Thursday, 20 September 2012

Newly Catalogued

The last few weeks have flown past but now that my new website is up and running I hope to have more time for cataloguing. If you are looking for a particular title, please let me know, and I will do my best to find it for you.


Speedy the mini story and playbook. Illustrations and story by Tim. [William Timym, (1901-1990) artist whose best-known work is probably the Bleep and Booster cartoons for the BBC's Blue Peter.] Published by Purnell & Sons in 1966.  The historical map of England and Wales and the toy cars came from a vintage antique fair. These are the kinds of things I can never resist, but now there is an excuse – props for this blog! 

Secret Seven books by Enid Blyton always look so colourful side by side on a bookshelf. These were all published by Brockhampton Press between 1967 and 1973. From left to right - The Secret Seven,  Secret Seven on the trail(sold), Well done Secret Seven(sold), Look out Secret Seven(sold), Good Old Secret Seven(sold), Three cheers Secret Seven, Secret Seven mystery(sold), Go ahead Secret Seven and Good work Secret Seven.

There are other Secret Seven books waiting to be listed. If you are looking for a particular title, and don't see it here, please contact me. If I don’t have it, I may be able to find it.  


Little Grey Rabbit books by Alison Uttley are always very popular but have you met Snug and Serena?

Little Grey Rabbit makes lace with illustrations by Margaret Tempest. Complete with dust jacket. Published in 1951 by Collins. When Hare sees an old woman making pillow-lace, he decides to learn how to do it so that he can show Little Grey Rabbit. Little Grey Rabbit makes lace is now sold, thank you for your interest.

Snug and Serena meet a Queen is also by Alice Uttley but this time the illustrations are by Katherine Wigglesworth. Published by Heinemman in 1950 in the same format as the Grey Rabbit books. Snug and Serena are two little field mice. Not only do they meet a Queen but Snug is carried off by a hawk and Serena has a narrow escape from a hungry weasel!

This is the first copy of Feed the animals by H. A. Rey that I've had the pleasure of listing.  It was published by Chatto and Windus in 1960. The story is told in rhyme with transforming pages that lift to reveal different animals. “Harry the keeper is ready to bring a bag which is tied at the top with a string. Now what’s in the bag, and for whom will it be? Open the flap, and you will see.”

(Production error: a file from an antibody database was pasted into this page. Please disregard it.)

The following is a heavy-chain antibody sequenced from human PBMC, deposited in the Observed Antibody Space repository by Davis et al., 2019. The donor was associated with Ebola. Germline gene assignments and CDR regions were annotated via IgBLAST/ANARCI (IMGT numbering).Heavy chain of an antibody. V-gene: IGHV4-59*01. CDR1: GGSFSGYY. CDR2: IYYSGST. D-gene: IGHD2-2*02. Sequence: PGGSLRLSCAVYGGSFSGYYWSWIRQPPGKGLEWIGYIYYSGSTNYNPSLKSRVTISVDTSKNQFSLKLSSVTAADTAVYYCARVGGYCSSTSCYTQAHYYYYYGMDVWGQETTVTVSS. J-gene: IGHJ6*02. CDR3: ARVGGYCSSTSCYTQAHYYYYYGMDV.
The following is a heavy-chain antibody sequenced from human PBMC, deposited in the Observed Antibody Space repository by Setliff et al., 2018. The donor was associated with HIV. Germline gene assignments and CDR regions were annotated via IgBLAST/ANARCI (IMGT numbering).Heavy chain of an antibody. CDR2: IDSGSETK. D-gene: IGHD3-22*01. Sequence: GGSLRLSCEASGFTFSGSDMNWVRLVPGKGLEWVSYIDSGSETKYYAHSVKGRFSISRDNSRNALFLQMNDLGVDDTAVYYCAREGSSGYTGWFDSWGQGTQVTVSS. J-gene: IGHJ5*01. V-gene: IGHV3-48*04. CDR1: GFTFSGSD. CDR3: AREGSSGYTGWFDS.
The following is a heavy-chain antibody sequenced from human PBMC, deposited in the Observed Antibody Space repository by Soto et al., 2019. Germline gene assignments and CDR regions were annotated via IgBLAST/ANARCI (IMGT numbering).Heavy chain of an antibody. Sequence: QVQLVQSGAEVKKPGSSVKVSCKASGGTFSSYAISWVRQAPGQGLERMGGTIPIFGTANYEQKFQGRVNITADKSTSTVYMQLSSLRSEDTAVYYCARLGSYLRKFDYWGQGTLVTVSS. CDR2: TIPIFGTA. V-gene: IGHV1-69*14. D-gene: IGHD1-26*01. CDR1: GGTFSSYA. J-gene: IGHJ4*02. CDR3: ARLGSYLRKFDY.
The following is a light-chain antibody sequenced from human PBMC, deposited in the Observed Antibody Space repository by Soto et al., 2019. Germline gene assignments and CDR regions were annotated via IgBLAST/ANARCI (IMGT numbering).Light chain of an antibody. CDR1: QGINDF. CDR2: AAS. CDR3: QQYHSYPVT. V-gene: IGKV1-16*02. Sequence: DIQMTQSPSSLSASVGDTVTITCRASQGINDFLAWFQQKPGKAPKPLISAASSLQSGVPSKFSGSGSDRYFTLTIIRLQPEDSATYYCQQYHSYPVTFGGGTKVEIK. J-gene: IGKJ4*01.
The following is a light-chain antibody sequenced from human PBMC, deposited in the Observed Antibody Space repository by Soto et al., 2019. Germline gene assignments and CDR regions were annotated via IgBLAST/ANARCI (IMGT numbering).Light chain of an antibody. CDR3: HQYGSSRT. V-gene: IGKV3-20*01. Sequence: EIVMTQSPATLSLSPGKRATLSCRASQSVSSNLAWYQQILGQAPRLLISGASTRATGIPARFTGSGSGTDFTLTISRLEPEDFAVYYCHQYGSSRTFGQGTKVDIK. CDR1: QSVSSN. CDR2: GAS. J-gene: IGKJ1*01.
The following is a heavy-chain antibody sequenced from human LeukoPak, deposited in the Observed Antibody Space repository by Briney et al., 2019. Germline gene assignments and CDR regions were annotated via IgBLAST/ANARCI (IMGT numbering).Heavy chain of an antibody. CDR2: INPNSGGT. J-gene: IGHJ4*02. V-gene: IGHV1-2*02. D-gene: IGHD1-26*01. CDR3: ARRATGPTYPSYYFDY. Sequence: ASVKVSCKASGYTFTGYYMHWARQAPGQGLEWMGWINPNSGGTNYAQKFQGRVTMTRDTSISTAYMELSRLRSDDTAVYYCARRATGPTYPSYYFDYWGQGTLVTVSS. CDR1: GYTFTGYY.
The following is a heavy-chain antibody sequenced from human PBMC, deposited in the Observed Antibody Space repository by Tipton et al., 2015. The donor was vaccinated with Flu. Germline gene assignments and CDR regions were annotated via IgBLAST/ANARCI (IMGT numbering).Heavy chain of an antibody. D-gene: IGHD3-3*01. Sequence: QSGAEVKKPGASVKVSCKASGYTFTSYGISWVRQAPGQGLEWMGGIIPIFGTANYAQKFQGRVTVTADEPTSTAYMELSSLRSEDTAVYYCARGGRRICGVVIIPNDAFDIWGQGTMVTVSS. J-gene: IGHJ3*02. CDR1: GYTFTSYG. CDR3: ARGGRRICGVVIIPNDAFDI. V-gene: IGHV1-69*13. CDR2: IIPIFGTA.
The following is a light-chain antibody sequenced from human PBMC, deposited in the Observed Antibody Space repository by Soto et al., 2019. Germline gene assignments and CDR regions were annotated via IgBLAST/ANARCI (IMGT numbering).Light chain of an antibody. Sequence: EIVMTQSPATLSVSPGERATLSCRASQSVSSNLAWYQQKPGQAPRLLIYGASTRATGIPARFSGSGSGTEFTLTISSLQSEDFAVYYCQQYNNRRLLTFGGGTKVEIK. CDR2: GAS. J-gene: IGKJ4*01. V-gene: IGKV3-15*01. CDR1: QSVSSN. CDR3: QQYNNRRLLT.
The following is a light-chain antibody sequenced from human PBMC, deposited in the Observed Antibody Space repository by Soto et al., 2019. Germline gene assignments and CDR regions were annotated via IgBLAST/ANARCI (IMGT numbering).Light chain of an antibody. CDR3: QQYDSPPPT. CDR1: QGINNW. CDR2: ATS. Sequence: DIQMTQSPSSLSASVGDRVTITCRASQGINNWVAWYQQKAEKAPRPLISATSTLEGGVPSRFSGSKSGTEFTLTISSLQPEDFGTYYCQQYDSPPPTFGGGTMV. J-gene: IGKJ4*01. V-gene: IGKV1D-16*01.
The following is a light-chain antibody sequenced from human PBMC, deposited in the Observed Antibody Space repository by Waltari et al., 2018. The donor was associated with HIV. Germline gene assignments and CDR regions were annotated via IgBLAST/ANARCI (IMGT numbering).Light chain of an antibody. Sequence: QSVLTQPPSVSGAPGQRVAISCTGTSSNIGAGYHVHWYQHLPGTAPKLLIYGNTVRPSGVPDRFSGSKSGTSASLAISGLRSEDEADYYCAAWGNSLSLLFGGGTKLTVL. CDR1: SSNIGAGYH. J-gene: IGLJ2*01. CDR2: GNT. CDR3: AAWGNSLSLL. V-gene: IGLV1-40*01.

Buffers End by Rowland Emett a humorous look at the machine age from steam trains to steam rollers and other forms of transport. Rowland Emett came to prominence in the 1930s with the publication of his cartoons in Punch Magazine. Nellie the steam train made her debut in the March 8th, 1944 issue, and a whole new world was created. The branch lines of Friars Crumbling radiated out to destinations such as Far Twittering, Buffers End, Long Suffering, Freezing in the Marrow and St. Torpid's Creek. In 1950, Emett was approached by the organisers of the Festival of Britain with a view to creating a full-size passenger carrying version of his railway system. Initially reluctant, he finally agreed and began creating the designs. Nellie was the first engine to emerge from the workshops. Two of his other trains (Neptune and Wild Goose) were also created for the renamed Far Tottering and Oyster Creek Branch Lines. Nellie and the Far Tottering Railway carried over 2 million passengers at the 1951 Festival. I must have been about five when my Godmother sent me a birthday greeting telegram designed by Rowland Emett, and I’ve been a fan ever since.